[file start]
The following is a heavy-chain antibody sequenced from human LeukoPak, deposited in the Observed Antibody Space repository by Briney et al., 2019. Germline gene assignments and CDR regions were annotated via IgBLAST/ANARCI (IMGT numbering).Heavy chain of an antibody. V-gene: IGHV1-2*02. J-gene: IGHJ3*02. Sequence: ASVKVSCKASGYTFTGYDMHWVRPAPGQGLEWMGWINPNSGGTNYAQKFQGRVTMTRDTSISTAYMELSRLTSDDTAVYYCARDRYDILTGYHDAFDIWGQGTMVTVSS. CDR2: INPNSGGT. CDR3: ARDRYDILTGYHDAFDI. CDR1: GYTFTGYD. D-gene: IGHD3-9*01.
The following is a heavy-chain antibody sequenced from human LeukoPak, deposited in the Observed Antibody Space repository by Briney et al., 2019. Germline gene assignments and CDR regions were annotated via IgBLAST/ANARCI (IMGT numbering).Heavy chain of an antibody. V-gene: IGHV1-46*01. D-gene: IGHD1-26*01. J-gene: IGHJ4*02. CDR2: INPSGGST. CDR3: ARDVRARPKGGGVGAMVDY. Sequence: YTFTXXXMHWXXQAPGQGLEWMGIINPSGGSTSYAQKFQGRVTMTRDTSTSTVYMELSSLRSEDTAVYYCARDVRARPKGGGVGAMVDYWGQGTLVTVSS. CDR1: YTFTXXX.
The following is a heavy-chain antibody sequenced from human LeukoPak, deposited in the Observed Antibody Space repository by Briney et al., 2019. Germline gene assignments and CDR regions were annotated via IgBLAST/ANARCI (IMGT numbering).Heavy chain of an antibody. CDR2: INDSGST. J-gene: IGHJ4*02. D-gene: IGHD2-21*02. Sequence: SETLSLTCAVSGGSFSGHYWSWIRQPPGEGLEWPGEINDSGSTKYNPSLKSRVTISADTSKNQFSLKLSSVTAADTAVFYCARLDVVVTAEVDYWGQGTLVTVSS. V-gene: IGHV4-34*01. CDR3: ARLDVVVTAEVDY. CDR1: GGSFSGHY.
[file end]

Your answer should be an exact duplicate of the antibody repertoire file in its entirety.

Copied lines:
The following is a heavy-chain antibody sequenced from human LeukoPak, deposited in the Observed Antibody Space repository by Briney et al., 2019. Germline gene assignments and CDR regions were annotated via IgBLAST/ANARCI (IMGT numbering).Heavy chain of an antibody. V-gene: IGHV1-2*02. J-gene: IGHJ3*02. Sequence: ASVKVSCKASGYTFTGYDMHWVRPAPGQGLEWMGWINPNSGGTNYAQKFQGRVTMTRDTSISTAYMELSRLTSDDTAVYYCARDRYDILTGYHDAFDIWGQGTMVTVSS. CDR2: INPNSGGT. CDR3: ARDRYDILTGYHDAFDI. CDR1: GYTFTGYD. D-gene: IGHD3-9*01.
The following is a heavy-chain antibody sequenced from human LeukoPak, deposited in the Observed Antibody Space repository by Briney et al., 2019. Germline gene assignments and CDR regions were annotated via IgBLAST/ANARCI (IMGT numbering).Heavy chain of an antibody. V-gene: IGHV1-46*01. D-gene: IGHD1-26*01. J-gene: IGHJ4*02. CDR2: INPSGGST. CDR3: ARDVRARPKGGGVGAMVDY. Sequence: YTFTXXXMHWXXQAPGQGLEWMGIINPSGGSTSYAQKFQGRVTMTRDTSTSTVYMELSSLRSEDTAVYYCARDVRARPKGGGVGAMVDYWGQGTLVTVSS. CDR1: YTFTXXX.
The following is a heavy-chain antibody sequenced from human LeukoPak, deposited in the Observed Antibody Space repository by Briney et al., 2019. Germline gene assignments and CDR regions were annotated via IgBLAST/ANARCI (IMGT numbering).Heavy chain of an antibody. CDR2: INDSGST. J-gene: IGHJ4*02. D-gene: IGHD2-21*02. Sequence: SETLSLTCAVSGGSFSGHYWSWIRQPPGEGLEWPGEINDSGSTKYNPSLKSRVTISADTSKNQFSLKLSSVTAADTAVFYCARLDVVVTAEVDYWGQGTLVTVSS. V-gene: IGHV4-34*01. CDR3: ARLDVVVTAEVDY. CDR1: GGSFSGHY.